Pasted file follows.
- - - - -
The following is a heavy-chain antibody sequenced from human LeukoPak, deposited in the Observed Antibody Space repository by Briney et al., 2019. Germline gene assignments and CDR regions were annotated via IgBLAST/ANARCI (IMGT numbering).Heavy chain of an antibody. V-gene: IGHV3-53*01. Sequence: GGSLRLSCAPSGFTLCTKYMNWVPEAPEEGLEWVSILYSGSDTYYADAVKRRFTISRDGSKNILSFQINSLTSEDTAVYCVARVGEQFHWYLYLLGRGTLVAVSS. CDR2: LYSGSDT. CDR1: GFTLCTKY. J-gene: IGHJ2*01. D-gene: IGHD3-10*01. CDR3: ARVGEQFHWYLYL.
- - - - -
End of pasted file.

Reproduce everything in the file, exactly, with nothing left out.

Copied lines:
The following is a heavy-chain antibody sequenced from human LeukoPak, deposited in the Observed Antibody Space repository by Briney et al., 2019. Germline gene assignments and CDR regions were annotated via IgBLAST/ANARCI (IMGT numbering).Heavy chain of an antibody. V-gene: IGHV3-53*01. Sequence: GGSLRLSCAPSGFTLCTKYMNWVPEAPEEGLEWVSILYSGSDTYYADAVKRRFTISRDGSKNILSFQINSLTSEDTAVYCVARVGEQFHWYLYLLGRGTLVAVSS. CDR2: LYSGSDT. CDR1: GFTLCTKY. J-gene: IGHJ2*01. D-gene: IGHD3-10*01. CDR3: ARVGEQFHWYLYL.